I get this question A LOT!
“Tamara, what coffee maker do you use?”
A: Mostly we use a French press style coffee maker.
However I do want to clarify that I have found lead in several French presses. Specifically (as with many measuring cups and other glass items with logos or marked writings on the exterior) the paint on the markings is often lead paint, especially if the paint is white (as with many of the Bodum brand coffee makers.)
Here are a few links* to check out. I have not necessarily tested each of these exact models, but I wanted to share them as examples. In each of these cases the borosilicate glass itself is always going to be lead-free. [I have never tested modern clear borosilicate glass that was positive for lead.]
Here is a French press by Brewsentials.
You can see in this image that the logo text is in black. In my experience it is less likely to have lead if the logo marking on a modern item is black (instead of white), however that is not 100% certain and I have not tested this exact model.
Otherwise this looks like an excellent choice as all of the components that touch the coffee are either glass or stainless. Plus it is also inexpensive! Here’s the link to this product.
The Bodum brand French presses seem to have either white or black writing (depending on which one you get) although from the Amazon link it’s hard to tell which one you will get when you order it. For example the link to this product (pictured) has both of these images which include one with white exterior writing (which I have confirmed is leaded on at least some of the Bodum brand presses) and one with black exterior writing (for the exact same product listing on Amazon!) I also do not recommend this type of press in general as it has interior components made of plastic (see the photo with the lid which shows the black plastic filter/screen at the top near the pour spout.) While the plastic itself is not a lead concern, in general you never want hot liquids being poured over, stored in, or consumed from plastic containers of any kind. Here’s the link to this product so you can see the images close up.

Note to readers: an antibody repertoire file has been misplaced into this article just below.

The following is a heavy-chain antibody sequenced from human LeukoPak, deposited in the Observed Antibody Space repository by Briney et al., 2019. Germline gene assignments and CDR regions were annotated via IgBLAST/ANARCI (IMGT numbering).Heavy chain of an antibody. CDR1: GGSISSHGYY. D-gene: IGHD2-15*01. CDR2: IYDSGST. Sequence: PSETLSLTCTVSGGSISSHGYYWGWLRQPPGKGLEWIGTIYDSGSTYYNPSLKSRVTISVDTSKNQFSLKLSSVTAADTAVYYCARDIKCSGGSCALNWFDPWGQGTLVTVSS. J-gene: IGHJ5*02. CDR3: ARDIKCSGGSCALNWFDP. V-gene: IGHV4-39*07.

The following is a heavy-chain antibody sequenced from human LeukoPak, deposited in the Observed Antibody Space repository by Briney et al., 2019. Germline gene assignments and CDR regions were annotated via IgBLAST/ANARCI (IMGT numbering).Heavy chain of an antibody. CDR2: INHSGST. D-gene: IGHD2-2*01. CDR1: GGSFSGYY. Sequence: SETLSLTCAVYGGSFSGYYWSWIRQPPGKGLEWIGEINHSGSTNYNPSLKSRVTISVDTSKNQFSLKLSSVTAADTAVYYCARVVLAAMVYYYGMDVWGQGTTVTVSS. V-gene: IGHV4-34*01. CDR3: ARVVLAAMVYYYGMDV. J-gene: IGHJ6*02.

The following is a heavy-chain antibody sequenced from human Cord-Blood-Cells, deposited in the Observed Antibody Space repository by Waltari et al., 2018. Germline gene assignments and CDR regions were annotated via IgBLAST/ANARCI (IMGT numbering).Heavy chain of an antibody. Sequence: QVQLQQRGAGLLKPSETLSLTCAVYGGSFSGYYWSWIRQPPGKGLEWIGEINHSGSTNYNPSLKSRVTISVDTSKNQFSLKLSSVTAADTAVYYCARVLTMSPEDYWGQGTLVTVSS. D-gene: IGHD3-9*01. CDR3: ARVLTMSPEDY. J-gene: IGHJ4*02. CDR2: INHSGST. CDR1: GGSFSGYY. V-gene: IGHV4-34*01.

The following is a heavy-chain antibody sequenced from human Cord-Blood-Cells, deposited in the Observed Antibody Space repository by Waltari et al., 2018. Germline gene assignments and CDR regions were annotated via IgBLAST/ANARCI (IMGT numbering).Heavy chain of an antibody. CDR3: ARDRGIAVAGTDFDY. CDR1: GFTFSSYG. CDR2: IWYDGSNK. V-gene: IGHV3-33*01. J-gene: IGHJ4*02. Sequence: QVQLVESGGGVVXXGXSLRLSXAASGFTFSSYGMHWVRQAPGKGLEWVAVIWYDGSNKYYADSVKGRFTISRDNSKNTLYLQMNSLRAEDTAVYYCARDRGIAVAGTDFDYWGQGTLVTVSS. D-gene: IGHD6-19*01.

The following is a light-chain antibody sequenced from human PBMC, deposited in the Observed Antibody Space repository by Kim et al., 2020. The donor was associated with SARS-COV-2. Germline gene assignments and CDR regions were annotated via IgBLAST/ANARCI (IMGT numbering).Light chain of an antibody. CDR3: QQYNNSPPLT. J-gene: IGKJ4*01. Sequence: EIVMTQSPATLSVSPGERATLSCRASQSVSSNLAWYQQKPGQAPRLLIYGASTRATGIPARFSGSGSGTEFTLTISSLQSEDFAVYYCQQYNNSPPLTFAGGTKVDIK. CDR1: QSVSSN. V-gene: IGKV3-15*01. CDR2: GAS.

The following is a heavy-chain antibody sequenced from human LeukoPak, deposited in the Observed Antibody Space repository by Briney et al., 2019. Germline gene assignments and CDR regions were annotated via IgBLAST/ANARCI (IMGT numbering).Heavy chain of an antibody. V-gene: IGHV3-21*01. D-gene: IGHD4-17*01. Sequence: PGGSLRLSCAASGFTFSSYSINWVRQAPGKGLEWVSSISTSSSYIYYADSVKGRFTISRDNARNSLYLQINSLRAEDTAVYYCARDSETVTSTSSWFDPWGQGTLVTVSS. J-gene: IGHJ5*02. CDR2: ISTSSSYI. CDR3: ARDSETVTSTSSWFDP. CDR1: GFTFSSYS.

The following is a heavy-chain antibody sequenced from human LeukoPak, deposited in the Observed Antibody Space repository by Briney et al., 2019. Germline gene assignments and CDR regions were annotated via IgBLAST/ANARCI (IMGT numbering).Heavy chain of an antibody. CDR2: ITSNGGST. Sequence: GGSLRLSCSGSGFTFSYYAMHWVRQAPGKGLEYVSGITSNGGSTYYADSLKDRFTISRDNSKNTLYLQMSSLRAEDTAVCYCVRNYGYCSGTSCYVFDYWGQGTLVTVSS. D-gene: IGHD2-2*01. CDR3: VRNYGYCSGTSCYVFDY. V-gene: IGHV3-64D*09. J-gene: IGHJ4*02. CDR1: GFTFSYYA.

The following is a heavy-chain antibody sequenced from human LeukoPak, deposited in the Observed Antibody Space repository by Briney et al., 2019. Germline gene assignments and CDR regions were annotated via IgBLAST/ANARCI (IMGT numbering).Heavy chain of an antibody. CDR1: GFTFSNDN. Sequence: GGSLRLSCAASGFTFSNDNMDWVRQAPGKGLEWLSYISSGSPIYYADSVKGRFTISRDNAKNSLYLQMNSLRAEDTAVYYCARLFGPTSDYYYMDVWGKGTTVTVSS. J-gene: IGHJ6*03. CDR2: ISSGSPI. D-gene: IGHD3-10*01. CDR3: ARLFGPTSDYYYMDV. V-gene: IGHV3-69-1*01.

Since the lead concern with French Presses is specifically on the exterior writing of the product, you can easily get replacement beakers that appear to have no writing at all, and that is a good alternative (especially if you start with a product that is otherwise all stainless steel!) Please note that while the photos on this particular replacement beaker have no writing in the Amazon ad that does not guarantee that the product you receive in the mail will not have writing on the outside (either logo or measurement markings), so if you want to ensure a lead-free product – I always recommend asking questions on the Amazon listing OR contacting the company directly. There are appear to be SEVERAL companies making this product without writing, so check out these listings as well: example 1, example 2.
As always, thank you for reading! Please let me know if you have any questions.
Also – I am sharing these particular products and information as examples to give you guidelines for purchasing… please do not feel obligated to purchase the specific ones I have recommended, but take it a step further and look at other products that may be suggested by Amazon (or other vendors), using the concepts I share in this post as a purchasing guide.
Also – I am not saying that using one of these products with lead paint on the exterior will necessarily poison the user. In most cases I would never make that leap, the studies have simply not been done. HOWEVER I do not think that lead paint belongs ANYWHERE in our kitchens, especially on a product we use (and wash in our sinks, with our other things!) daily!
Tamara Elise Rubin